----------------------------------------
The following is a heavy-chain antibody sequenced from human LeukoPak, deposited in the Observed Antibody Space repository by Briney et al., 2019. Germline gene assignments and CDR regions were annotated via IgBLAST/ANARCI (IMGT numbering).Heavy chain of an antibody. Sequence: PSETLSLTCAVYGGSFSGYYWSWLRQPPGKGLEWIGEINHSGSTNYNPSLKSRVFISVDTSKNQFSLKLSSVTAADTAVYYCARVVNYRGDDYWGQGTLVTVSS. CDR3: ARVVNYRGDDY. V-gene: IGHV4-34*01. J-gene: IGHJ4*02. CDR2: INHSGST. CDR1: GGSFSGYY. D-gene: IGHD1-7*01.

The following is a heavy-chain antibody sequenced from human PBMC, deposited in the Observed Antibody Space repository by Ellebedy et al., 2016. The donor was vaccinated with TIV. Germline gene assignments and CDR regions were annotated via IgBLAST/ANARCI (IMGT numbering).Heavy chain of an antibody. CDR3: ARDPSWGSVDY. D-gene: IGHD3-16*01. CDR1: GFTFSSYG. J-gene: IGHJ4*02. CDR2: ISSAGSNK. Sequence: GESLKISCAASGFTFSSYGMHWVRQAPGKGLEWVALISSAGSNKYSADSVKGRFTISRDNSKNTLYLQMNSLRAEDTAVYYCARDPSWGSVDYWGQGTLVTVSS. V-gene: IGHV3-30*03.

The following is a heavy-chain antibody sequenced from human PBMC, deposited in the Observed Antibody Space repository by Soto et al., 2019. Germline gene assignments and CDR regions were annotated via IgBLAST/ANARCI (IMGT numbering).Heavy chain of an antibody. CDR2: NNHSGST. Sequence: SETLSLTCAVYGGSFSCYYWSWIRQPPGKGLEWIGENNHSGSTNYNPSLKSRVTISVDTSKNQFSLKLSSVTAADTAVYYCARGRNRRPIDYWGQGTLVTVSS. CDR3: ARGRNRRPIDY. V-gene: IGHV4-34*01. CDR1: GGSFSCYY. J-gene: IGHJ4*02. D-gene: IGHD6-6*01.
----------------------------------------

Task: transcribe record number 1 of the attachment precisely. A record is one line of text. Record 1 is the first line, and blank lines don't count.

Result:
The following is a heavy-chain antibody sequenced from human LeukoPak, deposited in the Observed Antibody Space repository by Briney et al., 2019. Germline gene assignments and CDR regions were annotated via IgBLAST/ANARCI (IMGT numbering).Heavy chain of an antibody. Sequence: PSETLSLTCAVYGGSFSGYYWSWLRQPPGKGLEWIGEINHSGSTNYNPSLKSRVFISVDTSKNQFSLKLSSVTAADTAVYYCARVVNYRGDDYWGQGTLVTVSS. CDR3: ARVVNYRGDDY. V-gene: IGHV4-34*01. J-gene: IGHJ4*02. CDR2: INHSGST. CDR1: GGSFSGYY. D-gene: IGHD1-7*01.